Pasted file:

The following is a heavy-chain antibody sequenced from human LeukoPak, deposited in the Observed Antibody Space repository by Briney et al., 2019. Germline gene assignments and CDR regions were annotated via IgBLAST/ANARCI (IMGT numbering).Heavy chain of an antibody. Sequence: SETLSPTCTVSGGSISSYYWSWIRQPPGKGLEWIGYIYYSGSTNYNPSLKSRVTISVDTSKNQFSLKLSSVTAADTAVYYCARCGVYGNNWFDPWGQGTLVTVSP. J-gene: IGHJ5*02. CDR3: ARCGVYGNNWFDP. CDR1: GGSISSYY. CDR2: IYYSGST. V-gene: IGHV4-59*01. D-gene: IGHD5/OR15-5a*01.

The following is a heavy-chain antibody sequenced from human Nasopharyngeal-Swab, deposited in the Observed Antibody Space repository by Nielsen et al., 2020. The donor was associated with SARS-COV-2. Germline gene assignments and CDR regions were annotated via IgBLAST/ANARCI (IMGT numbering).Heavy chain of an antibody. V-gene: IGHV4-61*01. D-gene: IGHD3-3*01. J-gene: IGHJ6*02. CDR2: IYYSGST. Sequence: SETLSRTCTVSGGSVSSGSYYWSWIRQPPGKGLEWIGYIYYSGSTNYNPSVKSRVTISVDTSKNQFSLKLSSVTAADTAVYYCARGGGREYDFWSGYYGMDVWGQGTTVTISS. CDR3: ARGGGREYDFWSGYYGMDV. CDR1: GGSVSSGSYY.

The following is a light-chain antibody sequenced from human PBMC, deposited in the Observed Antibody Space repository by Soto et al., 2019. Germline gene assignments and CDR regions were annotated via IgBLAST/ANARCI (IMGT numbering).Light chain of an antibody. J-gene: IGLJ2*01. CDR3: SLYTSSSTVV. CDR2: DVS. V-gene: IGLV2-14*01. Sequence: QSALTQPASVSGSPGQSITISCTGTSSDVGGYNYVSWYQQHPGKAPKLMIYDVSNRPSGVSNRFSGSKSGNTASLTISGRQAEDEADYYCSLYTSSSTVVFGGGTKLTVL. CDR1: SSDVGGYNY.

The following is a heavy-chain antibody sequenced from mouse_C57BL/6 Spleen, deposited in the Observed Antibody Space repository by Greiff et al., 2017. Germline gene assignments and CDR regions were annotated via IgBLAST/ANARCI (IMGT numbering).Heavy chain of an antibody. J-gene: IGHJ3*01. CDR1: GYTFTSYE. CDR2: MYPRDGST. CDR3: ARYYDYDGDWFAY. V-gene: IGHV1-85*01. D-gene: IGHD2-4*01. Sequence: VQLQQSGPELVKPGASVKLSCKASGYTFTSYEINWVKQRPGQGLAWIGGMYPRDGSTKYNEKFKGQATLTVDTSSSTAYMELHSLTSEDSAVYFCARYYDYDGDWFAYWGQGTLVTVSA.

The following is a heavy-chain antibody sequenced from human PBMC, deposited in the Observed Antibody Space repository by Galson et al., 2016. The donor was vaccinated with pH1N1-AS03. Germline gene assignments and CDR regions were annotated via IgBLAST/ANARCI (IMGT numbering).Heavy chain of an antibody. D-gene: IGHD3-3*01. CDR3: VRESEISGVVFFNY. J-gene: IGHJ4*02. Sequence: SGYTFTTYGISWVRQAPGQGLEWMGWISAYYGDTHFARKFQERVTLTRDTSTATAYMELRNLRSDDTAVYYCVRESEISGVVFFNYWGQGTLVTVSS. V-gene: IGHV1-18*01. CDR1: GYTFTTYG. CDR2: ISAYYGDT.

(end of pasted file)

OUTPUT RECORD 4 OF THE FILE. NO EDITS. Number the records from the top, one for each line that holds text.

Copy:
The following is a heavy-chain antibody sequenced from mouse_C57BL/6 Spleen, deposited in the Observed Antibody Space repository by Greiff et al., 2017. Germline gene assignments and CDR regions were annotated via IgBLAST/ANARCI (IMGT numbering).Heavy chain of an antibody. J-gene: IGHJ3*01. CDR1: GYTFTSYE. CDR2: MYPRDGST. CDR3: ARYYDYDGDWFAY. V-gene: IGHV1-85*01. D-gene: IGHD2-4*01. Sequence: VQLQQSGPELVKPGASVKLSCKASGYTFTSYEINWVKQRPGQGLAWIGGMYPRDGSTKYNEKFKGQATLTVDTSSSTAYMELHSLTSEDSAVYFCARYYDYDGDWFAYWGQGTLVTVSA.